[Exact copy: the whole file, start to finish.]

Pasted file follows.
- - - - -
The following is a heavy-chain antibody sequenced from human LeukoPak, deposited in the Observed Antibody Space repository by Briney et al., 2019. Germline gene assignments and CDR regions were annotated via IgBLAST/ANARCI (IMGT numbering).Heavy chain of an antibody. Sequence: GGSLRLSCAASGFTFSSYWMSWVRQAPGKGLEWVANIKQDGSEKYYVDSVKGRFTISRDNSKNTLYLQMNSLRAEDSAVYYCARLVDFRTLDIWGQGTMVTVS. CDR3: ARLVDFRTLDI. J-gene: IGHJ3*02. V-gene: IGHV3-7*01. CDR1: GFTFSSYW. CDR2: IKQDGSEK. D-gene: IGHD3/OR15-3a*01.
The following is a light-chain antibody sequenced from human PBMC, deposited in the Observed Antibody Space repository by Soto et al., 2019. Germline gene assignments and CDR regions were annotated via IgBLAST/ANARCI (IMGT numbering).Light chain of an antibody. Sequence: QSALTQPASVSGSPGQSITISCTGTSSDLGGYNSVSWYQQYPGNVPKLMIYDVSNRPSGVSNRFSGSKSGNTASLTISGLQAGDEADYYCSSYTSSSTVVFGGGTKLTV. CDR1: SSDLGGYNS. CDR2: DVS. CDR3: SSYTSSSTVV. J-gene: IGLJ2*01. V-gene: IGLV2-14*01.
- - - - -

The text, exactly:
The following is a heavy-chain antibody sequenced from human LeukoPak, deposited in the Observed Antibody Space repository by Briney et al., 2019. Germline gene assignments and CDR regions were annotated via IgBLAST/ANARCI (IMGT numbering).Heavy chain of an antibody. Sequence: GGSLRLSCAASGFTFSSYWMSWVRQAPGKGLEWVANIKQDGSEKYYVDSVKGRFTISRDNSKNTLYLQMNSLRAEDSAVYYCARLVDFRTLDIWGQGTMVTVS. CDR3: ARLVDFRTLDI. J-gene: IGHJ3*02. V-gene: IGHV3-7*01. CDR1: GFTFSSYW. CDR2: IKQDGSEK. D-gene: IGHD3/OR15-3a*01.
The following is a light-chain antibody sequenced from human PBMC, deposited in the Observed Antibody Space repository by Soto et al., 2019. Germline gene assignments and CDR regions were annotated via IgBLAST/ANARCI (IMGT numbering).Light chain of an antibody. Sequence: QSALTQPASVSGSPGQSITISCTGTSSDLGGYNSVSWYQQYPGNVPKLMIYDVSNRPSGVSNRFSGSKSGNTASLTISGLQAGDEADYYCSSYTSSSTVVFGGGTKLTV. CDR1: SSDLGGYNS. CDR2: DVS. CDR3: SSYTSSSTVV. J-gene: IGLJ2*01. V-gene: IGLV2-14*01.